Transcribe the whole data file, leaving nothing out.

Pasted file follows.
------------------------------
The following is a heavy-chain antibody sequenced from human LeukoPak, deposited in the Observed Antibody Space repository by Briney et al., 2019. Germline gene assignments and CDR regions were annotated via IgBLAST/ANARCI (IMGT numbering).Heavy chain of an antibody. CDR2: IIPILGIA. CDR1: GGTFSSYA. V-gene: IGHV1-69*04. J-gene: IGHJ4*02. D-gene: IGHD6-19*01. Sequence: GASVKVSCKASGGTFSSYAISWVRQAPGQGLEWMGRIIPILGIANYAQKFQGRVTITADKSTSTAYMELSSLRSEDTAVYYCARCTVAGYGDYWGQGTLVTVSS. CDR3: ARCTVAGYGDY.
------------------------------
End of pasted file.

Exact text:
The following is a heavy-chain antibody sequenced from human LeukoPak, deposited in the Observed Antibody Space repository by Briney et al., 2019. Germline gene assignments and CDR regions were annotated via IgBLAST/ANARCI (IMGT numbering).Heavy chain of an antibody. CDR2: IIPILGIA. CDR1: GGTFSSYA. V-gene: IGHV1-69*04. J-gene: IGHJ4*02. D-gene: IGHD6-19*01. Sequence: GASVKVSCKASGGTFSSYAISWVRQAPGQGLEWMGRIIPILGIANYAQKFQGRVTITADKSTSTAYMELSSLRSEDTAVYYCARCTVAGYGDYWGQGTLVTVSS. CDR3: ARCTVAGYGDY.